The last compelling reason is the UK’s excellent reputation in manufacturing. Britain has a set of the most stringent manufacturing regulations in Europe (Coffey, 2006). In fact, as a member of the EU, it was constantly lobbying for stricter regulations. As a result of this enhanced focus on quality, the British-made products are normally held in high regard across the world. The perceived quality and craftsmanship of the British-made products will serve to market the vehicles made by the firms situated in the UK. Consequently, the firms can benefit from the excellent reputation and high esteem Britain enjoys.
Implications for Leaving the EU
There are several concerns over Britain’s decision to leave the EU. The Brexit decision is sure to affect Britain’s car manufacturing and export. The most prominent concern is that Britain will have to forfeit the benefits of the free trade agreements it enjoyed as a member of the EU (Beck, 2016). As a non-member, Britain will not have ready access to the single market. Currently, the EU is the primary market for British automobile exports, accounting for 78% of the total automobile exports (Campbell & Inagaki, 2016). Losing access to this market is a legitimate concern of the automobile firms manufacturing in Britain whose Britain-produced vehicles will be subjected to tariffs, trade bans, and other forms of regulations, which, ultimately, will escalate the price of their exports. If the product prices increase, the consumers will opt for cheaper vehicles from competitors manufacturing elsewhere.
A further Brexit-induced concern relates to manufacturing. Leaving the EU will gravely disadvantage Britain-based automobile manufacturers, as they will have reduced efficiency in sourcing for vehicle components. Manufacturing in Britain will become more expensive, which will inevitably influence the pricing, with the firms trying to shift the costs to the consumer (Stephens, 2016). Currently, almost 60% of the essential parts and components used in the vehicle manufacturing processes in Britain are imported from Germany, France, Spain, and Slovakia among other EU countries (Ruddick, 2016). Leaving the EU means that Britain will have to pay more for these components as a non-EU state. The higher production costs translate into pricier products not only for its international market but also for its domestic market. If these costs keep on spiraling upwards, the market will shift elsewhere.
The last major concern is that the overseas cars manufacturers, disillusioned by the incremental costs, may disinvest from Britain. One of the reasons why the manufacturing industry in the UK is booming is because many manufacturers are enjoying location economies and economies of scale. If these benefits are not afforded anymore, then, some manufacturers may deem it imprudent to continue manufacturing in Britain (Ruddick, 2016). Some automobile firms have already indicated that they are likely to cut back on their production in the foreseeable future. Hyundai and Ford have already stated that they are going to scale back their operations (Stephens, 2016). Nissan and Toyota warned before the referendum that they might have to disinvest if the country left the EU because this move would reduce their competitiveness in the market and create an uncertain future. Having voted to leave the EU, Britain runs the risk of having the foreign manufacturers scale back their operations.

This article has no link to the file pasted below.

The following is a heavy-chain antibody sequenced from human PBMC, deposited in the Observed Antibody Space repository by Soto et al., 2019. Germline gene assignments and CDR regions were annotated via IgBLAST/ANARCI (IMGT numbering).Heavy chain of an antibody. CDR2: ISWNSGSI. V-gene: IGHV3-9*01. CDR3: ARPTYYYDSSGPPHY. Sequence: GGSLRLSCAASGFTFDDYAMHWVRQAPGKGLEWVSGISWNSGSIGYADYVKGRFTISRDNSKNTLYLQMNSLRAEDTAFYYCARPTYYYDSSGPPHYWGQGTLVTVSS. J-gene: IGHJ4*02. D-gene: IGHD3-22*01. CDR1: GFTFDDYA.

Given the uncertainty surrounding the post-Brexit era, I strongly recommend that the client should not invest in Britain, at least not at the moment. As has been detailed, leaving the EU will adversely affect the automobile industry in Britain. The manufacturers will have limited access to the single market and will have their products subjected to tariffs and other regulations. Furthermore, they will acquire their input, most of which is imported from the EU region at higher prices, thus raising the costs of production. The Korean car manufacturer should not invest in Britain yet. It should wait until the cost-effectiveness of manufacturing vehicles in Britain becomes apparent. Only then should it consider investing in Britain, if it still makes sense economically.
In conclusion, it is evident that Britain is one of the most popular locations for automobile manufacturing firms. All the world’s leading automobile companies have significant operations in Britain including Nissan, Toyota, Jaguar, Honda, Hyundai, and Ford. Some of the reasons that have compelled these firms to situate their manufacturing plants in the UK include its current doubtful access to the EU single market, its sizeable skilled workforce, and Britain’s excellent reputation in manufacturing. The other reasons include Britain’s ever-growing economy, an equally resurgent automobile industry, and supportive trade policies. However, the decision to leave the EU threatens to limit the market for its exports, increase the manufacturing costs, and, in case of the worst scenario, chase away foreign automobile investors operating in the UK. Thus, the definite implications of Brexit for the British automobile industry will become clear with time.